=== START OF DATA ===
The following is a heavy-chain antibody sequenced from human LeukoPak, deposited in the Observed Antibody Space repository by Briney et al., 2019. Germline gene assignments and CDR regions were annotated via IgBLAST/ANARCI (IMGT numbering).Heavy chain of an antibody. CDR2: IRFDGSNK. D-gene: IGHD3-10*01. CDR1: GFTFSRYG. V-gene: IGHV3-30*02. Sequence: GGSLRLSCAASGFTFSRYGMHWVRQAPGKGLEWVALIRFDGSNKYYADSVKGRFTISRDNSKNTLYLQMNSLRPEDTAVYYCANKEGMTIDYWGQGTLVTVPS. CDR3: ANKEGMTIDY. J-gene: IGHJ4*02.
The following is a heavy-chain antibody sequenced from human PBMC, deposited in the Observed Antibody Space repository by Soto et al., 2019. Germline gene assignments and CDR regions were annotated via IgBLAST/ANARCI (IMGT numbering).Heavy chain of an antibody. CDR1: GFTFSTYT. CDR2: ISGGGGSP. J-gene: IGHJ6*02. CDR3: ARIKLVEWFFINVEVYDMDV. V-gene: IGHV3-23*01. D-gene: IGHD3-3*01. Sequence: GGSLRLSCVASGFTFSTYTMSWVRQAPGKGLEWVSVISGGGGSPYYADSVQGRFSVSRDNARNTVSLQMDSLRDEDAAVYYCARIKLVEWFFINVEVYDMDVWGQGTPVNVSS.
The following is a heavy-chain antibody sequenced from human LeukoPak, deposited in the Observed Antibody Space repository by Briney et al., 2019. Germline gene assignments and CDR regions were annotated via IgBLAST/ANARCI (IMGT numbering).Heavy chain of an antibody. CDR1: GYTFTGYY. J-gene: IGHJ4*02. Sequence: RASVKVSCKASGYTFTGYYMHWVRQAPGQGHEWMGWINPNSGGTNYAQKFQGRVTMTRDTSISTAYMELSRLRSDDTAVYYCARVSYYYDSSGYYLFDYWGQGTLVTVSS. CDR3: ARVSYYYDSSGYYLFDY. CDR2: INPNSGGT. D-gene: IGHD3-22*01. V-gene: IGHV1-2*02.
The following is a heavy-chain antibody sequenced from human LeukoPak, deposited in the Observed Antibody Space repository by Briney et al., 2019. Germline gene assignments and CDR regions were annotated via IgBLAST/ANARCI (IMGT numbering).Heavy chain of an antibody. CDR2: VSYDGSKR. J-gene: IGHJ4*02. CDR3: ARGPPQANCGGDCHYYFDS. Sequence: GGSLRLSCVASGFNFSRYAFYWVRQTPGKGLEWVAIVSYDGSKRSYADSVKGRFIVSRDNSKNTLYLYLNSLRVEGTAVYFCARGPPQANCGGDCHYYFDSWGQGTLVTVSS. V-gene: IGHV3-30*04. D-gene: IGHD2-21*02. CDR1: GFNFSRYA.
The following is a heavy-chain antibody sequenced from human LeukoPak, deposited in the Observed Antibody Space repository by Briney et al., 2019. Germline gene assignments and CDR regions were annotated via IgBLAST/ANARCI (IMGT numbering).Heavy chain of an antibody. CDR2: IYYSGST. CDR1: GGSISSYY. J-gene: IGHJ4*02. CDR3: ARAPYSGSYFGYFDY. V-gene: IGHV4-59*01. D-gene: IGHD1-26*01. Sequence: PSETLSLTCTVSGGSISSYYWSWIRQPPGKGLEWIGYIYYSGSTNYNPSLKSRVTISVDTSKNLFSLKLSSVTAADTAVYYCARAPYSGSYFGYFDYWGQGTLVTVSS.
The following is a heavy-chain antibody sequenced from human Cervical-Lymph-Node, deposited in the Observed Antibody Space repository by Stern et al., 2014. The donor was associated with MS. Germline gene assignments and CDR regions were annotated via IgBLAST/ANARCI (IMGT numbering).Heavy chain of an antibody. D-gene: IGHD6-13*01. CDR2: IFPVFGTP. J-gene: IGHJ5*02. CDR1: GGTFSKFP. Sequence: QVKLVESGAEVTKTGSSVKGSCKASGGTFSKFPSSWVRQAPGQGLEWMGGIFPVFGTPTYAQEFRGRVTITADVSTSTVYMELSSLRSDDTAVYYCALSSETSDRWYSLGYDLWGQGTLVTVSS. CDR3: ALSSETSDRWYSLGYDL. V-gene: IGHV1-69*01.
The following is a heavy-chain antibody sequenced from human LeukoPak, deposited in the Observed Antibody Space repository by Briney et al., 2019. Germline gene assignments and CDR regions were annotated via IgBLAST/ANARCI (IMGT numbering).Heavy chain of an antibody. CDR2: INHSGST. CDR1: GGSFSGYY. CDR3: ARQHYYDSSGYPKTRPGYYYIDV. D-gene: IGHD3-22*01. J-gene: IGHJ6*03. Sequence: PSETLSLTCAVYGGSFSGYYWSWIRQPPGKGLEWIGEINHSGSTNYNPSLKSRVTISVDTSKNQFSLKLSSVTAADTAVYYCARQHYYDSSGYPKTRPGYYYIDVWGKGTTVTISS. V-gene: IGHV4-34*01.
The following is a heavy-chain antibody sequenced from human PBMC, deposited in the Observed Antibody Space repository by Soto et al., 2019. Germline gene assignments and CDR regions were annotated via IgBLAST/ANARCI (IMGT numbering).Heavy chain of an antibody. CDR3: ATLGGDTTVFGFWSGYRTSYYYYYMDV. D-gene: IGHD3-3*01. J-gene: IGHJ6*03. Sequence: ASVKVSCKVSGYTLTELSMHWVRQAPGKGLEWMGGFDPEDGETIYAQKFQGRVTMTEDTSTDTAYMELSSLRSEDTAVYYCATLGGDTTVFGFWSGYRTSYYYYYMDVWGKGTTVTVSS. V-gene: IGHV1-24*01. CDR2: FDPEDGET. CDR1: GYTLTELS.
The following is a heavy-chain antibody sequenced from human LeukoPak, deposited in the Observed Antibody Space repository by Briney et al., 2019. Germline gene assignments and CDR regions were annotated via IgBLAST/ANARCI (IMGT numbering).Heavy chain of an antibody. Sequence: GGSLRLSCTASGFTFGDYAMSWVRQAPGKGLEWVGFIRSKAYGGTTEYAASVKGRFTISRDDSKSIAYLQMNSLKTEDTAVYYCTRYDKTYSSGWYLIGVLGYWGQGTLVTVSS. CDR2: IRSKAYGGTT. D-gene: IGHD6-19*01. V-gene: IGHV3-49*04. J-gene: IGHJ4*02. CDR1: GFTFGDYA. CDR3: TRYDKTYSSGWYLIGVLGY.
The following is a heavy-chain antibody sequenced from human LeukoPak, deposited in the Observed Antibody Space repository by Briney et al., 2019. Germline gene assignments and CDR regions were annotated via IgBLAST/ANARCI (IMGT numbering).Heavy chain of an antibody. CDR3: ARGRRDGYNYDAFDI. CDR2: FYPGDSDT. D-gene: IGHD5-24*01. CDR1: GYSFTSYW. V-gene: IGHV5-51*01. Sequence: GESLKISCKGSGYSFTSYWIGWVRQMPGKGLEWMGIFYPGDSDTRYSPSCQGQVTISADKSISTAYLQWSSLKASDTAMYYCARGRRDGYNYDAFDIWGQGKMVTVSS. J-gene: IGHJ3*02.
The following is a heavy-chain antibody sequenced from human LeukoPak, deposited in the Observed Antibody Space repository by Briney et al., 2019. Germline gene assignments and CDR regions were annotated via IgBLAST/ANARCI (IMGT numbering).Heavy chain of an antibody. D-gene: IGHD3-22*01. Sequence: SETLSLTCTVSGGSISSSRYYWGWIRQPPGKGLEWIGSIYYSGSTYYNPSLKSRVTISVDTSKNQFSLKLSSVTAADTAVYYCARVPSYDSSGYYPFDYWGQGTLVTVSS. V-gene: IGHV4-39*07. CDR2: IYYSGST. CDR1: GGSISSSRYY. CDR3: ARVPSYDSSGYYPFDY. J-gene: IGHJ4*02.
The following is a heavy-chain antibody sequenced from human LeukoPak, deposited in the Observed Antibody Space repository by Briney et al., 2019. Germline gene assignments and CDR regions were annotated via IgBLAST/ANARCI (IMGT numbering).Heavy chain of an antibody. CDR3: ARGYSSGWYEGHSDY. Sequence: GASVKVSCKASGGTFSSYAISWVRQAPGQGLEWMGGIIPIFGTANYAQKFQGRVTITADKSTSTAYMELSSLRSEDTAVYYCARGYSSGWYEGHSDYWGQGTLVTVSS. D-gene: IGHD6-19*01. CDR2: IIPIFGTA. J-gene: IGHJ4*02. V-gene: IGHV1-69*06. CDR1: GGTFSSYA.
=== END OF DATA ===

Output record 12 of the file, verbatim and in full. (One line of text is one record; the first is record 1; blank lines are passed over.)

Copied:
The following is a heavy-chain antibody sequenced from human LeukoPak, deposited in the Observed Antibody Space repository by Briney et al., 2019. Germline gene assignments and CDR regions were annotated via IgBLAST/ANARCI (IMGT numbering).Heavy chain of an antibody. CDR3: ARGYSSGWYEGHSDY. Sequence: GASVKVSCKASGGTFSSYAISWVRQAPGQGLEWMGGIIPIFGTANYAQKFQGRVTITADKSTSTAYMELSSLRSEDTAVYYCARGYSSGWYEGHSDYWGQGTLVTVSS. D-gene: IGHD6-19*01. CDR2: IIPIFGTA. J-gene: IGHJ4*02. V-gene: IGHV1-69*06. CDR1: GGTFSSYA.